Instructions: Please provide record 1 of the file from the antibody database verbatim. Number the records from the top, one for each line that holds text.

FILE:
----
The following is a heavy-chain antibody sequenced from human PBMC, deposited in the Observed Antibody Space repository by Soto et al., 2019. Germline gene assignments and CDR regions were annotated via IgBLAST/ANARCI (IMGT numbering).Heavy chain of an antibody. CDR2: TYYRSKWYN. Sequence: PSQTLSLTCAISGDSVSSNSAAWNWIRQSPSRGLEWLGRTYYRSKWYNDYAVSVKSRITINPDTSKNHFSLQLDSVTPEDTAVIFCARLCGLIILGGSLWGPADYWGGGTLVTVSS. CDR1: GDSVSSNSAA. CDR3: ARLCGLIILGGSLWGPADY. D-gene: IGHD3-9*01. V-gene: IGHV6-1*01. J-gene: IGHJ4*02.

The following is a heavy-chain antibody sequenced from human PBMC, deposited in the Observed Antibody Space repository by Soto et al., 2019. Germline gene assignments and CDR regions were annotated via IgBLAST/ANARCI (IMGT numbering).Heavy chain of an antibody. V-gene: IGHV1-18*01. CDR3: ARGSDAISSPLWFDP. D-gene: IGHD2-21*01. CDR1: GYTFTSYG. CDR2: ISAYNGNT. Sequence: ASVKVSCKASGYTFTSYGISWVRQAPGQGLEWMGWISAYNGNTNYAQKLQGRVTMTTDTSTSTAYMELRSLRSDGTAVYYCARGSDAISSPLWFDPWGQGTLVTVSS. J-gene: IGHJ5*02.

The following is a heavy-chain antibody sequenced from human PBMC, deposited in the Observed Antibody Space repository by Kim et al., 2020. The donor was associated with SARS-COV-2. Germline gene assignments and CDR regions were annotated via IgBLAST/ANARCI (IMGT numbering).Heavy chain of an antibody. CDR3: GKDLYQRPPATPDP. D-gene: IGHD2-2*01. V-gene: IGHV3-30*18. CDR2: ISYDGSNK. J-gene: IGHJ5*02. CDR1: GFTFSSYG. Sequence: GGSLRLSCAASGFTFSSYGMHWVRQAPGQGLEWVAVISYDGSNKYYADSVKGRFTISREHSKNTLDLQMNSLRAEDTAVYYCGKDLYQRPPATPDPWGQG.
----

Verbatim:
The following is a heavy-chain antibody sequenced from human PBMC, deposited in the Observed Antibody Space repository by Soto et al., 2019. Germline gene assignments and CDR regions were annotated via IgBLAST/ANARCI (IMGT numbering).Heavy chain of an antibody. CDR2: TYYRSKWYN. Sequence: PSQTLSLTCAISGDSVSSNSAAWNWIRQSPSRGLEWLGRTYYRSKWYNDYAVSVKSRITINPDTSKNHFSLQLDSVTPEDTAVIFCARLCGLIILGGSLWGPADYWGGGTLVTVSS. CDR1: GDSVSSNSAA. CDR3: ARLCGLIILGGSLWGPADY. D-gene: IGHD3-9*01. V-gene: IGHV6-1*01. J-gene: IGHJ4*02.